Though Turner does not cite Colleen A. Vasconcellos’ Slavery, Childhood, and Abolition in Jamaica, 1788-1838 (University of Georgia Press, 2013), Contested Bodies implicitly refutes Vasconcellos’ claim that the ameliorative measures implemented by Jamaican lawmakers and planters in the late eighteenth and early nineteenth centuries changed the lives of enslaved children “for the better in medical, social, and quantitative terms” (8). Turner makes the more Foucauldian argument that increased attention to slave children as children led to new forms of surveillance, regulation and subjugation. She illustrates how planters accommodated children’s developmental stages in order to increase their capacity for labor over the course of their lifetimes. They sought to avoid exposing them too early to tasks and conditions that could harm them physically and psychologically, and thereby deter their growth into proficient and productive adult laborers. They used age categories to extract the maximum labor output possible at every stage of development. And their attention to age differences, particularly the transitional phase of twelve to sixteen, served to refine their strategies for indoctrinating young slaves into their future roles in the plantation labor system. 

The “discovery” of childhood in the seventeenth century and the ensuing age-stratification of early life stages first documented by Philippe Ariès in Centuries of Childhood (Vintage, 1962) have generally been regarded as the beginning of more benevolent childrearing practices. But it is worth remembering that Foucault cites Ariès in Discipline and Punish (Vintage, 1979), and notes that he, himself, had “cho[sen] examples from military, medical, education and industrial institutions” to make his argument about docile bodies, but that “Other examples might have been taken from colonization, slavery and child rearing” (314n1). Although rarely remarked by scholars, Ariès himself asserts that the invention of childhood led to an infringement of children’s liberties: “The solicitude of family, Church, moralists and administrators deprived the child of the freedom he had hitherto enjoyed among adults” (413). Though Turner does not explicitly make this observation, her work productively develops and expands on Ariès’ claim.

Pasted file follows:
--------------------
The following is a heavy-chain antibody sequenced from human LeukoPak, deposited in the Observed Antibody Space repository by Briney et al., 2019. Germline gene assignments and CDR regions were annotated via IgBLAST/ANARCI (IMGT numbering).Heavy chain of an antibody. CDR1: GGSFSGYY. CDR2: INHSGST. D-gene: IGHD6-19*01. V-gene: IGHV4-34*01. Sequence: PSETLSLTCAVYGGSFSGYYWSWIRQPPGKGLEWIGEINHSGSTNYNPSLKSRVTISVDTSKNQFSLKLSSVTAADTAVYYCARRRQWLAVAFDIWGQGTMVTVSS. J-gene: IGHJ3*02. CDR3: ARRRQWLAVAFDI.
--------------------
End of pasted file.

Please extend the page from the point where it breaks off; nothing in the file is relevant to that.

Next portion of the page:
Though on opposing sides on the slavery debate, abolitionists and planters agreed on the central assumption that guided reform measures. Both groups accepted the Enlightenment argument that children were moldable and could be acculturated into particular habits and attitudes. As Turner writes, the goal for both was to “produce children whose undeveloped minds and bodies could be fashioned into subjects that embodied the industriousness needed for the continued success of the colonial economies” (4). Though abolitionists positioned themselves in opposition to planters, as champions of enslaved children, they too regarded children as a natural resource to be cultivated, and also sought to “capitalize” on their malleability. Turner’s study importantly challenges narratives of abolitionist benevolence and clarifies the abolitionist project in late eighteenth-century Jamaica which sought to repackage, never to abolish, the exploitation of black labor.